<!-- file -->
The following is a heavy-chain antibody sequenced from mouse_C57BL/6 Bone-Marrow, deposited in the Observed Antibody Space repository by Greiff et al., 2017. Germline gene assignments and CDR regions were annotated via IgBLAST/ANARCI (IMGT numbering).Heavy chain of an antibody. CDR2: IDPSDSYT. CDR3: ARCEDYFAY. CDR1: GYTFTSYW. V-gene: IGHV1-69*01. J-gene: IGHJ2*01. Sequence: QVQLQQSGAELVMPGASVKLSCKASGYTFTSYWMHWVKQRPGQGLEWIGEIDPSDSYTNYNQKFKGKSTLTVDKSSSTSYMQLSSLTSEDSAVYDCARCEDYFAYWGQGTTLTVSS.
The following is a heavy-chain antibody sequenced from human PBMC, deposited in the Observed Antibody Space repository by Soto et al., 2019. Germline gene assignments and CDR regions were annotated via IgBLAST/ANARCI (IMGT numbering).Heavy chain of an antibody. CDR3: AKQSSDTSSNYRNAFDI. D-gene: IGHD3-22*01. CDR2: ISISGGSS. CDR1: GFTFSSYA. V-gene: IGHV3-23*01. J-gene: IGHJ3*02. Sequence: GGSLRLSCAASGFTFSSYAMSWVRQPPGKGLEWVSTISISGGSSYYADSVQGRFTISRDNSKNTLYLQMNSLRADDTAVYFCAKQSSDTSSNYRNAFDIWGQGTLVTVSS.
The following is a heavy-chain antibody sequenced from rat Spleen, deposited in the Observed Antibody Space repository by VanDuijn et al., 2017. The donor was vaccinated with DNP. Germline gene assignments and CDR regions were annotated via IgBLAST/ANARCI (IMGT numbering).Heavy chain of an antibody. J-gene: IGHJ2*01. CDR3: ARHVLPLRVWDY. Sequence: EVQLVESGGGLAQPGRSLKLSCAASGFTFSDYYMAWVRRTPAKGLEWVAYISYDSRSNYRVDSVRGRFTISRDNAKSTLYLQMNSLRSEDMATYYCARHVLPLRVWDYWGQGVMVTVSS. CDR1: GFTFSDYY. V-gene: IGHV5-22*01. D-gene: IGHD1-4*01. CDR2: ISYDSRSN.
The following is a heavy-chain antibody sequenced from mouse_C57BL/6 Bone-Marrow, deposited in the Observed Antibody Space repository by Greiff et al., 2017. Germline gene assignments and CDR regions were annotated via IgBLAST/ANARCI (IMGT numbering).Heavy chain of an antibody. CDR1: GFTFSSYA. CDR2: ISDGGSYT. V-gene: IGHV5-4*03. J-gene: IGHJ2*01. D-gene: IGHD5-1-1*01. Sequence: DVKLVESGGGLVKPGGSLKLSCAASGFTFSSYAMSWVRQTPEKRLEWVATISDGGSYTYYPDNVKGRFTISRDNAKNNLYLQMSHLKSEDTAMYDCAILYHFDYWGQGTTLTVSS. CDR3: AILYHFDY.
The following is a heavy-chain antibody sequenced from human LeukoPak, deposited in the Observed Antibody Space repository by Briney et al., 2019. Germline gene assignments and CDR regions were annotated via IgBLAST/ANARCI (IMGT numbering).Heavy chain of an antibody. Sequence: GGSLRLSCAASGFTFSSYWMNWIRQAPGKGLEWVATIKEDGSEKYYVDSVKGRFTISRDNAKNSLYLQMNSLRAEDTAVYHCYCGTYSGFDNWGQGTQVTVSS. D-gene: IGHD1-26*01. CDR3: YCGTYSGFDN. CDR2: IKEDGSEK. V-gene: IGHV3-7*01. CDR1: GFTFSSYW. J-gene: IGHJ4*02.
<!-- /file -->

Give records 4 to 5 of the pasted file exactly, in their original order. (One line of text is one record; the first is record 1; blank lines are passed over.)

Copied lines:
The following is a heavy-chain antibody sequenced from mouse_C57BL/6 Bone-Marrow, deposited in the Observed Antibody Space repository by Greiff et al., 2017. Germline gene assignments and CDR regions were annotated via IgBLAST/ANARCI (IMGT numbering).Heavy chain of an antibody. CDR1: GFTFSSYA. CDR2: ISDGGSYT. V-gene: IGHV5-4*03. J-gene: IGHJ2*01. D-gene: IGHD5-1-1*01. Sequence: DVKLVESGGGLVKPGGSLKLSCAASGFTFSSYAMSWVRQTPEKRLEWVATISDGGSYTYYPDNVKGRFTISRDNAKNNLYLQMSHLKSEDTAMYDCAILYHFDYWGQGTTLTVSS. CDR3: AILYHFDY.
The following is a heavy-chain antibody sequenced from human LeukoPak, deposited in the Observed Antibody Space repository by Briney et al., 2019. Germline gene assignments and CDR regions were annotated via IgBLAST/ANARCI (IMGT numbering).Heavy chain of an antibody. Sequence: GGSLRLSCAASGFTFSSYWMNWIRQAPGKGLEWVATIKEDGSEKYYVDSVKGRFTISRDNAKNSLYLQMNSLRAEDTAVYHCYCGTYSGFDNWGQGTQVTVSS. D-gene: IGHD1-26*01. CDR3: YCGTYSGFDN. CDR2: IKEDGSEK. V-gene: IGHV3-7*01. CDR1: GFTFSSYW. J-gene: IGHJ4*02.